stl((stlf(AirPassengers,forecastfunction=rwf,h=36))$mean,s.window=7)  See below for the first few values of the STL decomposed value of your forecast: Components seasonal trend remainder Jan 1961 -38.127116 483.5738 1.705303e-13 Feb 1961 -60.188237 483.5738 1.136868e-13 Mar 1961 -16.891877 483.5738 5.684342e-14 Apr 1961 -16.570300 483.5738 0.000000e+00  As we predicted, the random walk forecast trend is close to 483. • Thanks for your time and answer! I have added a link to data set. – kosa Mar 3, 2015 at 23:16 • As I experiment with this data set, I feel that "trend/level" is the culprit, but I couldn't really find out best solution to handle this (I am Ok to move out from STL + Random walk, if other solution answers this issue). – kosa Mar 3, 2015 at 23:18 • "if you have a level shift at the end of the series" it seems you are correct here, when I plot trend series extracted from STL, I see steep shift, updated question with screenshot. Does smoothing input series or something like that could help in this case? – kosa Mar 4, 2015 at 16:13 • No, you need to a dummy coding to control for steep shift. I'll try to post something if i find time today. Mar 4, 2015 at 16:36 • Add a dummy code (0 before level shift, 1 after level shift) variable in the xreg statement. You cannot do random walk any more, it has to be ARIMA. Mar 6, 2015 at 19:49 From the image it seems possible that the one large outlier in the middle may have disproportionately affected the estimate for the drift of the process (its "long-run mean"), and this is why the forecast has been shifted upwards. As an illustration, assume that the de-seasonalized data have an estimated long-run mean $$\hat a=\frac 1T\sum_{t=1}^{T}x_i$$ Assume for simplicity that the last element of the sum is disproportionately large (as is the middle one in the image of the question). Decompose the long-run mean as $$\hat a=\frac 1T\sum_{t=1}^{T-1}x_i + \frac{x_T}{T}$$ Consider the relative magnitude of the last term $$\frac {x_t/T}{\frac 1T\sum_{t=1}^{T-1}x_i} = \frac {x_T}{\sum_{t=1}^{T-1}x_i}$$ If this is "large", expect$\hat a$to be visibly affected by this one observation. In turn$\hat a\$ will be used for prediction, shifting the long-term drift of the process.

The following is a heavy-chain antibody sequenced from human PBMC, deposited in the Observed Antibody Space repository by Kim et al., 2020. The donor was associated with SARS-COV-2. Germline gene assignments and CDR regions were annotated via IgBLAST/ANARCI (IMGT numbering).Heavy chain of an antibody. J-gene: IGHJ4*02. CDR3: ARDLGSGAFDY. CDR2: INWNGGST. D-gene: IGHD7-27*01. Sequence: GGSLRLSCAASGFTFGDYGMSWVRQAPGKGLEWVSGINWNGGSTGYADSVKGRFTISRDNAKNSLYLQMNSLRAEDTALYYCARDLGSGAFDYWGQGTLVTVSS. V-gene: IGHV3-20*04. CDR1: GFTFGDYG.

So I would suggest to remove this on observation from your sample (or dump it artificially) to see what happens.

• Thanks for your answer! I am working on dummy that large outlier. Will update soon.
– kosa
Mar 3, 2015 at 18:41
• I stubbed dummy value to ZERO for these outliers, still chart looks same. It seems "trend" factor from the STL decomposed causing this forecast to drift little bit. I am not sure why STL picking up upward trend in input series.
– kosa
Mar 3, 2015 at 19:46